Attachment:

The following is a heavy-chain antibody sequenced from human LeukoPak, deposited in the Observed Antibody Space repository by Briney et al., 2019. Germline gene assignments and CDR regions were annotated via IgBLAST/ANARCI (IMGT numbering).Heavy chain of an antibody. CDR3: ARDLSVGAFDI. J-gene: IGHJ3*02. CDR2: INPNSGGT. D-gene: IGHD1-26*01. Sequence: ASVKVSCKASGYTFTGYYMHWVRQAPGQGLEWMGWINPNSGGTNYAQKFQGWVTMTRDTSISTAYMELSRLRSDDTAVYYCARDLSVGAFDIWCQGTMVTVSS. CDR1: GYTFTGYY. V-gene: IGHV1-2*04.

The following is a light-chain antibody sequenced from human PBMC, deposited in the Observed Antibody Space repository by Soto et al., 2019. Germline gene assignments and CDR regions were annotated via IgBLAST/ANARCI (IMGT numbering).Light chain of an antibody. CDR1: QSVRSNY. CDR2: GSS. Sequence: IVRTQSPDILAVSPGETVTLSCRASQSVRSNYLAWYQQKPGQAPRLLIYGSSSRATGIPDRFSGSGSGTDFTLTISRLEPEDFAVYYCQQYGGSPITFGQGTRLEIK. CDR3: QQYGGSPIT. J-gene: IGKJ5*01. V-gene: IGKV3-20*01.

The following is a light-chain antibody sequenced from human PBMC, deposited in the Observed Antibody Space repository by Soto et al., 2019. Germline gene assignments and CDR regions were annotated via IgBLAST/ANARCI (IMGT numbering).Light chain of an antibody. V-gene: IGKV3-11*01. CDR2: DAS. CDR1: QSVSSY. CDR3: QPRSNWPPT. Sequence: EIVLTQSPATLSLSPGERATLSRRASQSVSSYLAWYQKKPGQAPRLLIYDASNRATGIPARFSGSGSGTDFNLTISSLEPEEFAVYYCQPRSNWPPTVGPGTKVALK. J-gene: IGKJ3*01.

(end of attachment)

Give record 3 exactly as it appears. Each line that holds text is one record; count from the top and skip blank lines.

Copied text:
The following is a light-chain antibody sequenced from human PBMC, deposited in the Observed Antibody Space repository by Soto et al., 2019. Germline gene assignments and CDR regions were annotated via IgBLAST/ANARCI (IMGT numbering).Light chain of an antibody. V-gene: IGKV3-11*01. CDR2: DAS. CDR1: QSVSSY. CDR3: QPRSNWPPT. Sequence: EIVLTQSPATLSLSPGERATLSRRASQSVSSYLAWYQKKPGQAPRLLIYDASNRATGIPARFSGSGSGTDFNLTISSLEPEEFAVYYCQPRSNWPPTVGPGTKVALK. J-gene: IGKJ3*01.